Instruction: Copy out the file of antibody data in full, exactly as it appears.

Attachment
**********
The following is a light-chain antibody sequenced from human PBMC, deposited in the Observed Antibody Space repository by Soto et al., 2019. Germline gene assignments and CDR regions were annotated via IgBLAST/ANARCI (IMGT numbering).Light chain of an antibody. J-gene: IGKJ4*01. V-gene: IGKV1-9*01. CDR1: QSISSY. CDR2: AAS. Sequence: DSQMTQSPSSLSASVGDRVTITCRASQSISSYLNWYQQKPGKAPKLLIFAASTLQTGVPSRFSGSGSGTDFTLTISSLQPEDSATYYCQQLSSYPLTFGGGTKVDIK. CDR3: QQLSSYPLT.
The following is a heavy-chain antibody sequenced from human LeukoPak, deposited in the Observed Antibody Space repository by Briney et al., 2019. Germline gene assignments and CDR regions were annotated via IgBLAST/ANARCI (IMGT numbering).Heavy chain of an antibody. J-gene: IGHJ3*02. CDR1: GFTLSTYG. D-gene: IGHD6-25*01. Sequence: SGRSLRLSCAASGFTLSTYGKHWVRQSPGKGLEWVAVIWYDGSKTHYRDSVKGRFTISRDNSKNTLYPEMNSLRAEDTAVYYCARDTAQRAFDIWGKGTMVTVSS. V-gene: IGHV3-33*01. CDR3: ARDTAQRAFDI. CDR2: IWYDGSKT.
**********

The following is a light-chain antibody sequenced from human PBMC, deposited in the Observed Antibody Space repository by Soto et al., 2019. Germline gene assignments and CDR regions were annotated via IgBLAST/ANARCI (IMGT numbering).Light chain of an antibody. J-gene: IGKJ4*01. V-gene: IGKV1-9*01. CDR1: QSISSY. CDR2: AAS. Sequence: DSQMTQSPSSLSASVGDRVTITCRASQSISSYLNWYQQKPGKAPKLLIFAASTLQTGVPSRFSGSGSGTDFTLTISSLQPEDSATYYCQQLSSYPLTFGGGTKVDIK. CDR3: QQLSSYPLT.
The following is a heavy-chain antibody sequenced from human LeukoPak, deposited in the Observed Antibody Space repository by Briney et al., 2019. Germline gene assignments and CDR regions were annotated via IgBLAST/ANARCI (IMGT numbering).Heavy chain of an antibody. J-gene: IGHJ3*02. CDR1: GFTLSTYG. D-gene: IGHD6-25*01. Sequence: SGRSLRLSCAASGFTLSTYGKHWVRQSPGKGLEWVAVIWYDGSKTHYRDSVKGRFTISRDNSKNTLYPEMNSLRAEDTAVYYCARDTAQRAFDIWGKGTMVTVSS. V-gene: IGHV3-33*01. CDR3: ARDTAQRAFDI. CDR2: IWYDGSKT.